MENTAL HEALTH STATUS OF GRADUATE STUDENTS FROM ABROAD IN GRADUATE SCHOOL COMMUNITY IN JAPAN: EXPLORATORY ANALYSIS USING CES-D AND GHQ-12
Lin, S.M., Osaka University, Japan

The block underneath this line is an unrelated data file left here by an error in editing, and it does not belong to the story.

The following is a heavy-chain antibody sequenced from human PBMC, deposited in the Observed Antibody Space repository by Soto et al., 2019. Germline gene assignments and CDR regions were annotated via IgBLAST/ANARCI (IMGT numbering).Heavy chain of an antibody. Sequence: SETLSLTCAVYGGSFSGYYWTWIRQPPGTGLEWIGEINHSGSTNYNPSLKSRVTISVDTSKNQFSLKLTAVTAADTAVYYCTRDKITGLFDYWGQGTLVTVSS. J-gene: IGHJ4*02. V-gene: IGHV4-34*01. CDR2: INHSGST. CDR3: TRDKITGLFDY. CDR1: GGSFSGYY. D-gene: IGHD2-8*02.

Students from foreign countries to Japanese universities and graduate schools may generally have faced a number of stressful events pertaining to their study, research, living expenses, relationship among family members, friendship, etc. As an increasing number of such students come and stay at Japanese universities and graduate schools, the need to recognize their mental health status, including the sources of their stress responses, has come to be an urgent matter in view of "graduate school community." This present article investigated mental health status of graduate students from foreign countries at one of the oldest Graduate Schools of Engineering in Japan, using depression (CES-D) and neurotic tendency (GHQ-12) scales to examine their adaptation level to the graduate school, and further investigation to identify the impact of antecedents (e.g., general adaptation to graduate school, human relations with advisory professor, Japanese language skills, social supports from family and human networks). A questionnaire was distributed to each of the students and 128 completed ones were returned. Results showed that approximately 50 percent of respondents were diagnosed as depressive, and 95 percent yielded neurotic tendency, and that Japanese language skills as distal antecedent significantly affected general adaptation to graduate school and human relations with advisory professor as proximal one, which totally influenced the respondents' mental health status. Implications for future research and action plans were discussed, especially in terms of community intervention programs to prevent graduate students' mental illness.